Low Testosterone Specialist

The Alpine Center for Diabetes, Endocrinology, and Metabolism, PC

Endocrinology & Diabetes and Obesity Specialists located in Superior, CO

Hormone issues such as low testosterone and PCOS (polycystic ovary syndrome) can interfere with your energy levels and weight. If you have one of these conditions, Sarah Sato, NP, and Christopher R. Fox, MD, of The Alpine Center for Diabetes, Endocrinology, and Metabolism, PC in Superior, Colorado, can help. To learn how the team can help you better manage your hormone levels, call the office today, or schedule an appointment online.

Low Testosterone and PCOS Q & A

What is testosterone?

Testosterone is the predominant male sex hormone made mainly in the testicles. Levels of testosterone peak during puberty and young adulthood. Testosterone is responsible for male sex drive, muscle strength and mass, fat distribution, and facial and body hair. As you age, it’s normal for levels to decline by about 1% per year after age 40. In some men, levels of testosterone don’t just gradually decline: They plummet, causing a slew of unpleasant symptoms.

You might suspect you have abnormally low testosterone if you regularly experience:

  • Fatigue and poor energy levels
  • Loss of body and facial hair
  • Diminished muscle mass and fat gain
  • Depression, irritability, and difficulty concentrating
  • Low libido and erectile dysfunction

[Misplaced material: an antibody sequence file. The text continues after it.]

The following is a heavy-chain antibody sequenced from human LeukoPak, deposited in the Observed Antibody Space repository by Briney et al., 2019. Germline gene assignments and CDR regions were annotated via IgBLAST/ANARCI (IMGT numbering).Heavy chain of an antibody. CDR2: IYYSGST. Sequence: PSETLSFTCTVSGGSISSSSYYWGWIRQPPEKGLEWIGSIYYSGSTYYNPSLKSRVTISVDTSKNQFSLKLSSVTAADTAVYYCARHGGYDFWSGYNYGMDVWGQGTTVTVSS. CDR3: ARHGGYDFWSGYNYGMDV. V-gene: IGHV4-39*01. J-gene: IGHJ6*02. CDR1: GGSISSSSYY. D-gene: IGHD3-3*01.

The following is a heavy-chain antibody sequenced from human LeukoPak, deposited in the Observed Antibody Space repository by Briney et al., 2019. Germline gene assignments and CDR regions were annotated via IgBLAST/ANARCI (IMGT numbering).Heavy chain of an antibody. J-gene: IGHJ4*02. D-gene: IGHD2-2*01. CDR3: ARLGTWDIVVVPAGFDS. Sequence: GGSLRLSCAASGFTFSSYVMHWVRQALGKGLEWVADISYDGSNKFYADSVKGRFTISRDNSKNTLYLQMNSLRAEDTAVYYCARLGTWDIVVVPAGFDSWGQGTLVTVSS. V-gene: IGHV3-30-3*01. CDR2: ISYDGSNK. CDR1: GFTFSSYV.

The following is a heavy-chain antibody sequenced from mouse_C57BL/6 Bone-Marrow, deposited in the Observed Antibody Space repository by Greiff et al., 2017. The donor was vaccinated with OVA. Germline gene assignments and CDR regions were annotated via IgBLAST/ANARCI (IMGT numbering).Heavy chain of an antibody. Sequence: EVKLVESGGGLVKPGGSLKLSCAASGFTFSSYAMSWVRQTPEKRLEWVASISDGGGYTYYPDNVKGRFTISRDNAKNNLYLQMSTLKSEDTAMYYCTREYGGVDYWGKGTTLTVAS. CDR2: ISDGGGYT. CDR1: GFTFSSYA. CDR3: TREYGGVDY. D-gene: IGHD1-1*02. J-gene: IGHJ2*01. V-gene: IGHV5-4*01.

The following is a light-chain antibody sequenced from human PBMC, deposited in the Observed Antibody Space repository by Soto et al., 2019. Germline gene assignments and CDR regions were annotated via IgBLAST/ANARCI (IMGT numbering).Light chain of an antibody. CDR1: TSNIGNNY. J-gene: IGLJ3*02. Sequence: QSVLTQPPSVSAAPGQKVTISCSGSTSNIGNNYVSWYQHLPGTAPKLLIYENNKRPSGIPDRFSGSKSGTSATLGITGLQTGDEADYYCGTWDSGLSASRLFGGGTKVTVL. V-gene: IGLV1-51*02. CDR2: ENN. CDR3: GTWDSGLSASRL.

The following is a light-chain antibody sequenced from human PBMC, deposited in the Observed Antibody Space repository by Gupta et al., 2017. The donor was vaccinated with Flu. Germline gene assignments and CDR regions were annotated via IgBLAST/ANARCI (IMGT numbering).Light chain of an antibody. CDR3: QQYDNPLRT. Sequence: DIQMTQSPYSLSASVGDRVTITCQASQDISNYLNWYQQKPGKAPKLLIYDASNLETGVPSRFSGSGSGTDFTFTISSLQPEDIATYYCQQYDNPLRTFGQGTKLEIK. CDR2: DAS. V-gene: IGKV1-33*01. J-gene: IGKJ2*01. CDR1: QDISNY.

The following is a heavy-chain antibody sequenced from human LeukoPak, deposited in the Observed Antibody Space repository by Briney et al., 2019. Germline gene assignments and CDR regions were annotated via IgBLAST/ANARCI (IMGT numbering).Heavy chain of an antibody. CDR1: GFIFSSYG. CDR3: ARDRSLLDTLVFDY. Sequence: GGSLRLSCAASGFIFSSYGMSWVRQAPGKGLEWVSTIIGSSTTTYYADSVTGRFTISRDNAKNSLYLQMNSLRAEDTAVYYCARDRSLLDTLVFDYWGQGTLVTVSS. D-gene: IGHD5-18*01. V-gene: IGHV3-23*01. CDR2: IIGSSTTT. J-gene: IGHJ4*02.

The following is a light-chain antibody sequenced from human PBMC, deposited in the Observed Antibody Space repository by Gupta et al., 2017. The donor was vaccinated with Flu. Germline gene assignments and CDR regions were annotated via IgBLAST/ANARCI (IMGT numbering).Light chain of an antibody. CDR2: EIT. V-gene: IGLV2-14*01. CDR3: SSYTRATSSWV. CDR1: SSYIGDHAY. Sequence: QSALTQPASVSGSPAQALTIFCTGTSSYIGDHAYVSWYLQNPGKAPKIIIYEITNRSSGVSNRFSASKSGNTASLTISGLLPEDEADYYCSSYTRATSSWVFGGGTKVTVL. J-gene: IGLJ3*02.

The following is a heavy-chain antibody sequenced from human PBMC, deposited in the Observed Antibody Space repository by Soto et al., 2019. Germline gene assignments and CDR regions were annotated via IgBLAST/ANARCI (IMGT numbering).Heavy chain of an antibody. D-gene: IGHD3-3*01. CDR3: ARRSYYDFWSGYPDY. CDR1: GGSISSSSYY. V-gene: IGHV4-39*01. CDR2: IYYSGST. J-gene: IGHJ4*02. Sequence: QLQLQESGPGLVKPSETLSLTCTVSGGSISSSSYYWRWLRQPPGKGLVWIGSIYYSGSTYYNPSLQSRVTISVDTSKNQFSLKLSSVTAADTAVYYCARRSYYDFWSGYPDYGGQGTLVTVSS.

Your testosterone levels can easily be checked with a simple blood test.

What is PCOS?

Polycystic ovary syndrome (PCOS) is a hormonal and metabolic problem often diagnosed in women of child-bearing age. It’s caused by imbalances in your ovaries, and as a result, you may not produce eggs properly or ovulate normally.

Women with PCOS have unusual levels of male hormones, known as androgens. High levels of insulin are also associated with PCOS.

As a result of these hormonal irregularities, you may experience:

  • Irregular periods or absence of your period
  • Increased hair growth on the chin or face
  • Weight gain
  • Hair loss that mimics male-pattern baldness
  • Acne
  • Skin tags in the neck or armpit area


Women are often first diagnosed with PCOS when they have trouble getting pregnant because the condition can interfere with fertility.

How are low testosterone and PCOS treated?

Low testosterone levels can be addressed with replacement hormones administered via injection.

PCOS has no cure, but it can be managed. Lifestyle changes can minimize symptoms. Birth control pills or other hormones offer regulation of your cycle. For those looking to get pregnant, many fertility treatments are quite successful in helping women with PCOS go on to have a healthy baby.

If you’re ready to feel better and not allow testosterone or PCOS to ruin your quality of life, contact The Alpine Center for Diabetes, Endocrinology, and Metabolism, PC today. Call the office for an appointment, or use the online tool to schedule.